Services represent an increasing share of trade and, while developing countries are willing to be part of the game, their participation in services trade negotiations is faced with many challenges. For instance, they find it difficult to assess competitiveness in Mode4 and hence difficult for us to develop related negotiating positions, since data on this Mode is not captured in existing datasets. The joint project by ILEAP, CUTS and the University of Sussex’s CARIS shed light on some of the good practices for improving data collection and analysis on services. These related to the use of firm-level surveys, availability and quality of human capital, diversification of data sources, and external support among others. The need for functioning institutional and stakeholder interaction mechanisms to support decision-making was another critical factor identified in recent studies by CUTS International.
- Chair: Deanna Easton, Counsellor, Permanent Mission of Australia to the WTO
- Good Practices on Trade in Services Data Collection and Analysis.By Anirudh Shingal, Senior Research Fellow, World Trade Institute, University of Bern & Research Associate, CARIS, University of Sussex
- Trade in Services: What Makes Successful Institutional Mechanisms?By Julian Mukiibi, Senior Programme Officer, CUTS International, Geneva
- Developing Countries’ Challenges in Trade in Services Policy-Making and Negotiations. By Abid Khan, Minister, Bangladesh Mission to the UN, WTO and Other International Organisations in Geneva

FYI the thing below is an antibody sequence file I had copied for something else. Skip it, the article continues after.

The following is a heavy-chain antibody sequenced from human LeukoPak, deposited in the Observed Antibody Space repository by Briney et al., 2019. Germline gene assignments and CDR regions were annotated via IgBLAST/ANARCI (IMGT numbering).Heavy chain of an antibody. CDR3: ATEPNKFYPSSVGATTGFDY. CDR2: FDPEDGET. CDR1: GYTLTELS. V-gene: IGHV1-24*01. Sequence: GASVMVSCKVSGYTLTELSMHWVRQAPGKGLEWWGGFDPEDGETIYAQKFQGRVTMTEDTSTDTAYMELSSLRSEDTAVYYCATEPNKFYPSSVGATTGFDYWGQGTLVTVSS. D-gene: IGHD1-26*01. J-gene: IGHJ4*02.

- Diagnosing Services Export Potential. Mina Mashayekhi, Head, Trade Negotiations and Commercial diplomacy Branch, UNCTAD
- What are common challenges faced by LDCs, LICs and LMICs in promoting trade in services policy-making and negotiations?
- In what areas and activities can these countries realistically develop and exploit new export opportunities? How can value chain concepts assist in determining them?
- How have more successful countries addressed these challenges? Are there good performers to learn from among LDCs, LICs and LMICs?
- How can the collection, analysis and use of service-related data be realistically improved? What data should informed decisions rely on?
- How can diagnostic tools better identify and target services-specific constraints to unlock latent potential?
- What kind of institutional mechanisms are most appropriate for effective policy-making and negotiations?
- What should be the roles of the private sector and civil society therein?